1. candidkay says:

      Nicest words I could have awakened to this morning:). Thank you, friend! And the reminder? Priceless.

  6. srbottch says:

    Kristine, you must read my recent story, ‘Let’s Face It, You Can’t Fight Gravity’. I enjoyed this one and it works for both makes and females. 😉

    1. candidkay says:

      Just checked it out–I had missed that one! And it made me laugh. Six-pack abs, eh? 🙂

      1. srbottch says:

        Maybe a can or two, but never six! And it’s getting harder trying😉

  7. Very funny and wise, as ever. You made me remember that I always expected to be a roly poly old woman like my grandmother Mim, and that could still happen. But I lost the tummy tyre for health reasons (blood pressure) and now I laugh as I see a scraggy old face in the mirror… like my other granny.

    1. candidkay says:

      Well, I don’t see a scraggy face in your pic! But I’m glad you laugh at aging. It’s a refreshing change from our filler/tanning lotion/facelift culture. Ugh.

      1. The scraggy face is a work in progress—Nature’s work.

      2. candidkay says:

        I see a beautiful face that has lived well!

      3. That is just too nice. I feel all funny 🙂

  8. fritzdenis says:

    We’re going to a church with a disproportionate number of folks in their seventies and eighties. I’m pushing 60, and my wife has already crossed the line. The snowtops refer to us as youngsters and think of us a smooth skinned wonders. I feel almost sprightly when I walk among them, and the creases and furrows on my face no longer look all that deep and numerous. I suggest that when you feel a bit down about both regions mentioned above, that a walk amongst the ancient might do wonders.

    1. candidkay says:

      I like your thinking:). My sister always told me not to bemoan how I look in pictures because 10 years later, I’d wish I still looked like that:).

  9. I, too, am much kinder to my body now. Even with my practice of yoga, I’m no longer drawn to ashtanga and prefer less physically demanding sequences. Like you, exercising is for me to ‘feel’ good, for the happy hormones to kick in. 🙂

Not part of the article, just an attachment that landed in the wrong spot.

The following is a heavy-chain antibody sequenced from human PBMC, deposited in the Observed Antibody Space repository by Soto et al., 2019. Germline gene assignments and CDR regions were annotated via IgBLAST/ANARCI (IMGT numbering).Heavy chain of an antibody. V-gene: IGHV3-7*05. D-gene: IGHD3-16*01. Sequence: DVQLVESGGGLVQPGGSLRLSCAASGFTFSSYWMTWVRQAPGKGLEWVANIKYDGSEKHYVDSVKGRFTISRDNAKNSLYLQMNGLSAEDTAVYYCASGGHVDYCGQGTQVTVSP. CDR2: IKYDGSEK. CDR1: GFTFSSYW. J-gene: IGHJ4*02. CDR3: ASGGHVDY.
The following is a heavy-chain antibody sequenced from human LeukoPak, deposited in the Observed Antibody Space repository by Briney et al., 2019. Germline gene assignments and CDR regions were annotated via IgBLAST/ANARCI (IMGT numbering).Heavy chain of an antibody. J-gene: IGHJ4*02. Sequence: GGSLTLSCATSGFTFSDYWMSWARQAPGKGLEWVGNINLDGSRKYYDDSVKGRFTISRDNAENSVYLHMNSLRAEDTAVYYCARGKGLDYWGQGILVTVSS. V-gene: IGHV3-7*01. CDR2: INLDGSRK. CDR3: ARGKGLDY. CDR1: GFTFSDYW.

1. candidkay says:

      With age comes not Only physical limitations, but luckily, also wisdom :-).

  10. bostonterrio says:

    Exercising for life here not beauty but I wouldn’t mind if some beauty fell on me.

    1. candidkay says:

      I’m right there with you!

  11. Anne says:

    I love this & it is sooooo true!

  12. lol…your amazing Kristine, at least you have the wisdom to know that to get to that cute ‘ass’ you have to use your feet, whether walking, running, yoga’ing or even just looking at it (you have to stand up to look in the mirror 😀 ).
    So my friend, forget the treadmill conversation, become allied with those twinkly toes and soles to heal one of Sophie’s choice’s, for the other is fine as she speaks from her heart, and a hearts health is very beautiful indeed ❤
    Great post my friend, may your choice be the acceptance of both 😀

    1. candidkay says:

      LOOK at it? In the mirror? Oh, not yet:). Maybe a few hundred workouts from now:). Seriously, Thank you as always for the wise, kind words.

  13. KATIE Claypool says:

    So true! Love it. I like to think the extra 10-15 poinds I hate came from Mother Nature filling in my wrinkles

    1. candidkay says:

      Right?! Makes you a little iffy about the final 5 pounds :-).

  14. Bernadette says:

    LOL. I just quoted that truth to my husband about a week ago after seeing someone extremely thin not get good results from a facelift.

    1. candidkay says:

      It’s So very true and something I did not realize until she pointed out to me at a certain age :-).

  15. You speak for all women Kristine! Not an easy task to keep fit and look young ha! 🙄 but I agree, as I get older, I’m much kinder to my body and my thoughts about it and now I exercise because I appreciate my health and each moment I’m here! 💃🏼💚

    1. candidkay says:

      Yes! Far kinder to our bodies as we age–at least the sane among us are:). But why do we not learn that in youth?!

      1. Too busy trying to be perfect that’s why!